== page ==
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The Mid 1990's - The Chapter is Reactivated

During the early 90's, and on the last Thursday of each month, a small group of Hellenes would meet at Ted’s Greek Corner to dine and share comradeship. It was at one of such meetings in 1995 when the group decided to reactivate the Stephen F. Austin AHEPA Chapter 312. At the time, only a few members were officially enrolled in the organization, and the group agreed the small Greek-American community in Austin needed to have its presence felt and to have a vehicle in which to further Hellenism.

In an unofficial ceremony at their usual meeting spot, the group took the initiative by inducting brother Paul Peter Hatgil as President of the Chapter; brother Marcos Sivitanides, Vice-President; brother Michael Hitt, Secretary; and brother Chris Ioannou, Treasurer. The top priority involved contacting Hellenes living in Austin and environs and to embrace them into the organization.

One of the obstacles facing the future fledgling chapter was the absence of a suitable meeting place. Although space in the small restaurant would suffice until suitable quarters could be found, the dining area lacked the privacy and ambience for their needs. If the chapter was to expand, the group would have to find a meeting place to accommodate the anticipated growth of the chapter.

The new officers approached the Transfiguration Greek Orthodox Church Parish Council and requested permission to meet at the Church holdings. The council graciously allowed them to hold their meetings at the rear of the Sanctuary following the services on Sundays. The new site was more than they anticipated, because, in addition to having privacy for their meetings, their presence would attract future members from the congregation.

At the first official meeting held at the Church in the Fall of 1995, Gus Mylonas, District #16 Governor, performed the initiation ceremony swearing in the officers and members of the reactivated chapter. Thus the Stephen F. Austin AHEPA Chapter 312, like the ancient Phoenix from ancient time, had risen to youthful freshness from its own ashes.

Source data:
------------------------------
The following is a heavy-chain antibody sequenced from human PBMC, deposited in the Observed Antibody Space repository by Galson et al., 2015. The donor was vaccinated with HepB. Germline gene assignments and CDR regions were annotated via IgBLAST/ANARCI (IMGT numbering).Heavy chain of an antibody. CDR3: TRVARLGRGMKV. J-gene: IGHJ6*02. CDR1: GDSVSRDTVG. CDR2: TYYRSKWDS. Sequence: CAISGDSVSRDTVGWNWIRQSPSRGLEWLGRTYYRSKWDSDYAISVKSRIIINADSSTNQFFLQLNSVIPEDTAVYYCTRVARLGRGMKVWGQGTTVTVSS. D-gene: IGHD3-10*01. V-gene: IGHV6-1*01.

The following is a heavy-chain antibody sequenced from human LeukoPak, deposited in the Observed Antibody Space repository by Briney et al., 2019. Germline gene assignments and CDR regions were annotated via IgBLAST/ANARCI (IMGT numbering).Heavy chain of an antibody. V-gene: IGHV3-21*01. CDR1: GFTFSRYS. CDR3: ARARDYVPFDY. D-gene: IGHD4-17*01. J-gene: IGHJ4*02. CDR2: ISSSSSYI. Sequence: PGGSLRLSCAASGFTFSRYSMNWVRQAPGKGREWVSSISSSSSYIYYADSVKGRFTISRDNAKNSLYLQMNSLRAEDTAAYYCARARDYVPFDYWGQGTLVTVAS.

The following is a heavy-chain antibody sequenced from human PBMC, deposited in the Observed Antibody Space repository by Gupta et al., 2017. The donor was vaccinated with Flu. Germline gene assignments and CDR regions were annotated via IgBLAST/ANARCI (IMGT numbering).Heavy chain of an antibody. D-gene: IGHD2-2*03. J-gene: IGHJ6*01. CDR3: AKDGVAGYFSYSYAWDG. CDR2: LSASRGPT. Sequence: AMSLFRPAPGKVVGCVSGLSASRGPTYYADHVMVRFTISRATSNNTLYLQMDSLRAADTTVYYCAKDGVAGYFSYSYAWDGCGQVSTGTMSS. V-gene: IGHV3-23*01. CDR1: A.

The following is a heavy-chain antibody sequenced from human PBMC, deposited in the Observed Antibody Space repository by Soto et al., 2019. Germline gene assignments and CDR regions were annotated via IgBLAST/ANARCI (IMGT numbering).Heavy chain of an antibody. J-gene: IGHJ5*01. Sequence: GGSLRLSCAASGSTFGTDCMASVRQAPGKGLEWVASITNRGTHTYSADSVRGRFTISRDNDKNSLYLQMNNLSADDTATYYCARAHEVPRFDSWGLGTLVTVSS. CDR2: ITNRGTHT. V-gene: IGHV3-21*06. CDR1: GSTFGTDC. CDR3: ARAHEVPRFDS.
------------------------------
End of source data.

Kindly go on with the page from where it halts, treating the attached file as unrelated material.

During the first year of its reactivation, membership grew to thirty-three  members - a remarkable achievement considering the chapter’s short activated existence. The chapter was now a viable force in the community and was soon recognized by leading officials in the State. The Governor of Texas presented the chapter with a proclamation honoring OHI Day and a declaration honoring Greek Independence Day. It was indeed, notable beginnings for Chapter 312. 

The chapter agreed to conduct the first District #16 conference ever to be held in Austin. The attendance at the conference, held at the Red Lion Hotel in Austin, was the most successful event in the history of Delta District #16. Brother Paul Peter Hatgil was honored by a plaque in recognition and grateful appreciation for motivation and leadership of Stephen F. Austin Chapter #312. Co-chairman brother Tom Suehs and brother Nick Voinis, were cited for the event’s success.

Among some of the activities the chapter initiated included a lecture series, conducted mutual programs with the University of Texas Pan-Hellenic Association and held family outings on the banks of Lake Austin. In addition, the chapter donated funds towards the educational needs for the Transfiguration Greek Orthodox Church, assisted in Church-related functions, awarded a chapter scholarship, and sponsored dignitaries at the bequest of the Consul of Greece.